Wow, that was a pretty good rant, wadn't it? To top it all off, go watch some Dave Chappelle. Click on "The Time Haters." It's funny stuff. OK, signing off, love ya! --Pat
You may have heard that a guy on my floor, Marcus, committed suicide last Wednesday. He fell out the window. The day before Thanksgiving. Now that we've come back to school, his death has really hit me.
I didn't know Marcus too well, which is another small tragedy. Talking to others around the floor, it doesn't seem like anyone really did. I studied economics with him once, ate at UDS with him maybe a couple times, and said "hi" whenever I saw him, but now that seems too little, too late. When I read Marcus' obituary, I learned more about him in those tiny paragraphs than I did in the two-and-a-half months he lived just around the corner from me.
Suicide is something that I'll probably never completely understand. I understand what it's like to be depressed and hopeless about the future, and I can see the attraction of ending it all. Since I don't know the thoughts that went through Marcus' head, or his particular circumstances, I cannot judge his decision. If he felt that killing himself was the only solution to his problems, then I think he was wrong, but I understand how someone could think that way. Life is hard sometimes. If life was hard all the time, I don't know what I would do. Being the person that I am, I'd like to believe that, no matter how bad things get, I would keep my head up and look to the future. But I just don't know.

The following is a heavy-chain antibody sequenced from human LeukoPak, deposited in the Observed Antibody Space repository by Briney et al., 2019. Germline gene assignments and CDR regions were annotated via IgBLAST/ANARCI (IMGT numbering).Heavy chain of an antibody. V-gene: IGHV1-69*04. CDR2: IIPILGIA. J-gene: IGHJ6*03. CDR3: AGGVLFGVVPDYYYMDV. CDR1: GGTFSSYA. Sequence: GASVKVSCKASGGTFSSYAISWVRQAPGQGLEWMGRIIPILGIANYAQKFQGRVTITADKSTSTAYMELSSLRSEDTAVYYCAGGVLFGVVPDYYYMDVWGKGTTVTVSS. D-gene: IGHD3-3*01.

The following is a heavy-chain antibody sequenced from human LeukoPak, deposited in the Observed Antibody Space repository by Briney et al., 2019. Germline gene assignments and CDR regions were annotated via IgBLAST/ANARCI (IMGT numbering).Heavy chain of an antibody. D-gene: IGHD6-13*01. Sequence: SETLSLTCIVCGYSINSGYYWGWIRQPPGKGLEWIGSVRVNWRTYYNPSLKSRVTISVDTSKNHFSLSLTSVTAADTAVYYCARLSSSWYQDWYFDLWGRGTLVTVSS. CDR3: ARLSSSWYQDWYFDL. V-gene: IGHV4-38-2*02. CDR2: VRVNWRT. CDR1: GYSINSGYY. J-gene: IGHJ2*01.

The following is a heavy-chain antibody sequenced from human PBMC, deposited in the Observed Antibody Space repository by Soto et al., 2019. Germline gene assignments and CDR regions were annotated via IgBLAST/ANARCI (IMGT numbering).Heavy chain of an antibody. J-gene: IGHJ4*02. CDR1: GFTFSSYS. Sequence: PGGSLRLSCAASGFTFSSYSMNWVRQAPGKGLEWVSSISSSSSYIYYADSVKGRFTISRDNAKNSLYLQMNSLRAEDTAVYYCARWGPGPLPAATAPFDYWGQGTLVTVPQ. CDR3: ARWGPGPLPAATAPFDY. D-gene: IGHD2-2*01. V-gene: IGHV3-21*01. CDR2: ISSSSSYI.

I know that no one is probably reading this right now, and that's OK. If you are reading it, that's great, but I am really intending for this blog to be a way of getting my thoughts out. People who know me well know that I am not a great talker about feelings, and this is one way I can sort out my thoughts to myself. (Plus, it's way cooler than having a diary.) I'd just like to say this, though: I may not be a great talker, but I am a damn good listener. If you ever, ever have a problem that you need to talk to someone about, please, do not hesitate to call or visit. God knows I don't have all the answers. None of us do. But I will try my best to be a good friend or a good shoulder to cry on.